INSIDE STORY: When computer crashes, writer left scrambling
I hate it, too.
I was reminded of that 10 days before this issue of The Christian Chronicle went to press when my computer’s hard drive died. By die, I mean that my Apple laptop — so friendly and easygoing through the first 2½ years of our relationship — konked out and could not be revived by Mac geniuses.
On the positive side, my valuable piece of modern machinery remains under a three-year extended warranty, so my new hard drive was installed at no charge. On the negative side, I lost hundreds of e-mails, text files, photographs and music I had downloaded on iTunes.
Most of what I lost — from story ideas to reader feedback to interview notes from a recent trip to Harding University Graduate School of Religion in Memphis, Tenn. — can be attributed to the failure of one person to back up files properly and print out hard copies of crucial items.
I am not going to identify the guilty party because he feels stupid enough already. (However, his e-mail address is embedded in this column if you need to reach him.)
Seriously, the computer drama made this press cycle much more, shall we way, interesting.
I must say, though, that my sympathetic editor, Lynn McMillon, and my equally supportive wife and colleagues made it much less stressful than it could have been.
My high-tech fiasco came right in the middle of the Chronicle’s “Campaign 2008” survey of readers across the nation (see the RELATED STORIES list below for those links).
Before the mini-crisis, members from 48 states and the nation’s capital had completed the political questionnaires, and I had placed them in an e-mail folder on my desktop. I was waiting only on responses from New Hampshire and Maryland before printing it all out and putting it in a real manila folder.
Obviously, I waited too long.
Fortunately, I had a personal e-mail list saved on an online server. So, I sent an SOS e-mail to that list, explaining my dire circumstances and begging anyone who participated in the survey to resend their responses.
My wife, Tamie, the Chronicle’s online editor, rushed a similar e-mail to the thousands of readers on the newspaper’s breaking news alert list. And within just a few days, I had retrieved most of the original survey responses.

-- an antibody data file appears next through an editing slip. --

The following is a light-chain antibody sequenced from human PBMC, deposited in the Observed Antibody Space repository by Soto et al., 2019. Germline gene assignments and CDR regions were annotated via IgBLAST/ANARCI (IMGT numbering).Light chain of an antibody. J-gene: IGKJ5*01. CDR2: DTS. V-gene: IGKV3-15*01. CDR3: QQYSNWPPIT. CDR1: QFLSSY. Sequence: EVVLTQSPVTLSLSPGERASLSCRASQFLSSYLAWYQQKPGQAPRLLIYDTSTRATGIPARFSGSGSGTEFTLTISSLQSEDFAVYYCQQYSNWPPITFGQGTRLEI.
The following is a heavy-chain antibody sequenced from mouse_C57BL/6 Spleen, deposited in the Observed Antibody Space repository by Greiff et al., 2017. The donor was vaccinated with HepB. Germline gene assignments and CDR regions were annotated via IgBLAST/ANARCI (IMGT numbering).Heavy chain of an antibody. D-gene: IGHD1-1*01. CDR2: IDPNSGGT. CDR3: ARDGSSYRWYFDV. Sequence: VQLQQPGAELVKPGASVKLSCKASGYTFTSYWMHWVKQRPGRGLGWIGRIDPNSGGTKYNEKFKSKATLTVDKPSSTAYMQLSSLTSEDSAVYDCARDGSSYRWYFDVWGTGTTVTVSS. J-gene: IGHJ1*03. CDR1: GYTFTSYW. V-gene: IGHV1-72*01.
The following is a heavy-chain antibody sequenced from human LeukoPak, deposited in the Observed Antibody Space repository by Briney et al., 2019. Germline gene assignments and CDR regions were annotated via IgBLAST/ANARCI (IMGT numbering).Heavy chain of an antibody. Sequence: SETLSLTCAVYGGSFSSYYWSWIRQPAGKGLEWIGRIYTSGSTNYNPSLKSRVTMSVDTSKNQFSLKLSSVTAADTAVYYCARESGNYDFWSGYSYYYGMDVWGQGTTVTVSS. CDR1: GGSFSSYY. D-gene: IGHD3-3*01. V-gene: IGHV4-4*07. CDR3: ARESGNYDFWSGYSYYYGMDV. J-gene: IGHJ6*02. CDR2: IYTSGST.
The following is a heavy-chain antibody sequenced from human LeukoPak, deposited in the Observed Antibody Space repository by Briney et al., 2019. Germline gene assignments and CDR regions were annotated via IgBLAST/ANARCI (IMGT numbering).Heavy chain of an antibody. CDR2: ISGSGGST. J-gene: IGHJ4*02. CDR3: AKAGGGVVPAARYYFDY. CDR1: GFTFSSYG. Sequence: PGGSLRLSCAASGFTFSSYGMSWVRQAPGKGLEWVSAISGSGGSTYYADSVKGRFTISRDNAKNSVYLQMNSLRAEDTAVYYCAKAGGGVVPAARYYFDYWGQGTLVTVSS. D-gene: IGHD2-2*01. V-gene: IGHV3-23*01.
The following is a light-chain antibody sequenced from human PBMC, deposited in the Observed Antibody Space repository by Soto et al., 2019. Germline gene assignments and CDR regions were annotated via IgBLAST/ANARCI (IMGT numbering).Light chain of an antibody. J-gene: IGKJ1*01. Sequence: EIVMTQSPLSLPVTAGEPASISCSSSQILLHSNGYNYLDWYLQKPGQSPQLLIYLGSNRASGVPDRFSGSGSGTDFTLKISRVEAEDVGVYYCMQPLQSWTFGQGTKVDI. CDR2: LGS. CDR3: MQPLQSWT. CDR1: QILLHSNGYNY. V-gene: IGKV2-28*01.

Unfortunately, I could not find everyone who participated in the initial survey. Over a period of weeks, as I tried to include members in all 50 states, I had sent a number of random e-mails to church addresses I found online and in the 2006 edition of Churches of Christ in the United States. There was no way to duplicate that process entirely, so I apologize to anyone whose survey was lost.
Technology aside, one of the great blessings of the survey was the way it forced me to reach out to members in locations where I do not have a lot of contacts — places such as North Dakota, Iowa, Hawaii and the District of Columbia.
If we wanted, the Chronicle could fill the Across the Nation page every month just with items from Texas, Tennessee and Oklahoma, not to mention Arkansas, Alabama and Mississippi. But we try hard to report on members all over the nation, not just those in the Bible Belt. The survey compelled me to try even harder.
Rhode Island, a tiny state with only about seven Churches of Christ, was one of the last places where I tracked down a member to fill out our questionnaire.
After e-mails failed to turn up any prospects, I picked up the telephone and called the first Rhode Island congregation listed in the 21st Century Christian directory.
In a matter of seconds, I was on the line with Bruce Bates, minister of the Blackstone Valley church in Cumberland, R.I. Bruce said he’d be happy to answer my questions.
Not only that, but he is a Chronicle subscriber and shared how much he enjoys reading about his fellow Christians and God’s great works in their lives.
Actually, my exchange with Bruce — who ended up being the first person quoted in our survey story — was pretty amazing.
I mean, to think that I can call one of 13,000 congregations nationally at random and immediately feel such a personal connection — that just demonstrates what a close and tight-knit fellowship we have in Jesus.
Technology may fail us. God never will.